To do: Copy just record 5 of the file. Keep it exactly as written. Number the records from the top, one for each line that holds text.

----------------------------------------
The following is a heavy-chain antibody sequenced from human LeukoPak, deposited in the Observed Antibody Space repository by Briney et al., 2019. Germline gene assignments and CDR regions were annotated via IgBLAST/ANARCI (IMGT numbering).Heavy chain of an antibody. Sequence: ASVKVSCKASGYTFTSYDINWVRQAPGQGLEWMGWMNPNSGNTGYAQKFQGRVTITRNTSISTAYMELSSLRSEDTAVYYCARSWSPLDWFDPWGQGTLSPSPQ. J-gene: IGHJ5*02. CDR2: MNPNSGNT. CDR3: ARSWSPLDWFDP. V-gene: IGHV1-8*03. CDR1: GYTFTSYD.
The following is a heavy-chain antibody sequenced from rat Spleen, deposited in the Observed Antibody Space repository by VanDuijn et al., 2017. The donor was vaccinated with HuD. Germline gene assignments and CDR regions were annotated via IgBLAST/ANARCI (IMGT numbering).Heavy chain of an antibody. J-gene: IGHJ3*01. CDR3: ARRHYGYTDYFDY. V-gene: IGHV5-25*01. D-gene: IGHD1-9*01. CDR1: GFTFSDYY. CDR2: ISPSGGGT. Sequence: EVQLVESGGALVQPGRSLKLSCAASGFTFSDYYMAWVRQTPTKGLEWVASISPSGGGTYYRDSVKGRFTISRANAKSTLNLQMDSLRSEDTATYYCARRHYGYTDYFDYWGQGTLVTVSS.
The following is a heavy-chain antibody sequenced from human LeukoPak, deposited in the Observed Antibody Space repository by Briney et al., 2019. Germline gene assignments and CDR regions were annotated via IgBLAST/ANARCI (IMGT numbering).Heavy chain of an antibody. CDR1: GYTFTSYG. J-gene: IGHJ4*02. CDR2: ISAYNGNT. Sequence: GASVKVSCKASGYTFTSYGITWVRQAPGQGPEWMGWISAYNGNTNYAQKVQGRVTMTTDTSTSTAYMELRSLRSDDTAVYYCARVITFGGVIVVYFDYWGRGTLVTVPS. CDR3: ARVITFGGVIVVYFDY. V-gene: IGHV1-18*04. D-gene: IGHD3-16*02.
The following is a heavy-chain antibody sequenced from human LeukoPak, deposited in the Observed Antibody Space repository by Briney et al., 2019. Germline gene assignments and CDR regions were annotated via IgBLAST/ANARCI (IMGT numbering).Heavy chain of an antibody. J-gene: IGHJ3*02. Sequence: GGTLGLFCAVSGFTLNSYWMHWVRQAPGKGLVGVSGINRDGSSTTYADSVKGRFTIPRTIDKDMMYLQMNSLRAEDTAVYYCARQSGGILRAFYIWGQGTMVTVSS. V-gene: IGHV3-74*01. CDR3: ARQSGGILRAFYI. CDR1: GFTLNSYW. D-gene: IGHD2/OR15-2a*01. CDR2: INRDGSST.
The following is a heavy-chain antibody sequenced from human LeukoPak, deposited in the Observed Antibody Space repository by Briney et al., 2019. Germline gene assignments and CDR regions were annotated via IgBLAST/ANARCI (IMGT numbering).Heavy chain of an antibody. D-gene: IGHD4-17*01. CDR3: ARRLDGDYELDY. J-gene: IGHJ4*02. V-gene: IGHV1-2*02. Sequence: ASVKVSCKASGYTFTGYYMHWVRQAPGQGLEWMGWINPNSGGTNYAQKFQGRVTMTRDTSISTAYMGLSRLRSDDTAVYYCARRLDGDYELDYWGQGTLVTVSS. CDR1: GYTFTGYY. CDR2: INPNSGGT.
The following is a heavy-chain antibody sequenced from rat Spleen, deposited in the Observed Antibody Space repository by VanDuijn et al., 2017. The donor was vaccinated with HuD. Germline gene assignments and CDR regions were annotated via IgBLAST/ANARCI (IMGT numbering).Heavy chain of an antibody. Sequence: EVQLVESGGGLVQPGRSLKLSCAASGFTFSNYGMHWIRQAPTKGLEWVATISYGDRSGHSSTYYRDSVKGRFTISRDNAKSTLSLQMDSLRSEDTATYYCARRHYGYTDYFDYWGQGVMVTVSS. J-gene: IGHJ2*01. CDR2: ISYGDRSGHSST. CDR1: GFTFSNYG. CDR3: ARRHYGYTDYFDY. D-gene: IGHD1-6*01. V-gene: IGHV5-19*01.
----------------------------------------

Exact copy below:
The following is a heavy-chain antibody sequenced from human LeukoPak, deposited in the Observed Antibody Space repository by Briney et al., 2019. Germline gene assignments and CDR regions were annotated via IgBLAST/ANARCI (IMGT numbering).Heavy chain of an antibody. D-gene: IGHD4-17*01. CDR3: ARRLDGDYELDY. J-gene: IGHJ4*02. V-gene: IGHV1-2*02. Sequence: ASVKVSCKASGYTFTGYYMHWVRQAPGQGLEWMGWINPNSGGTNYAQKFQGRVTMTRDTSISTAYMGLSRLRSDDTAVYYCARRLDGDYELDYWGQGTLVTVSS. CDR1: GYTFTGYY. CDR2: INPNSGGT.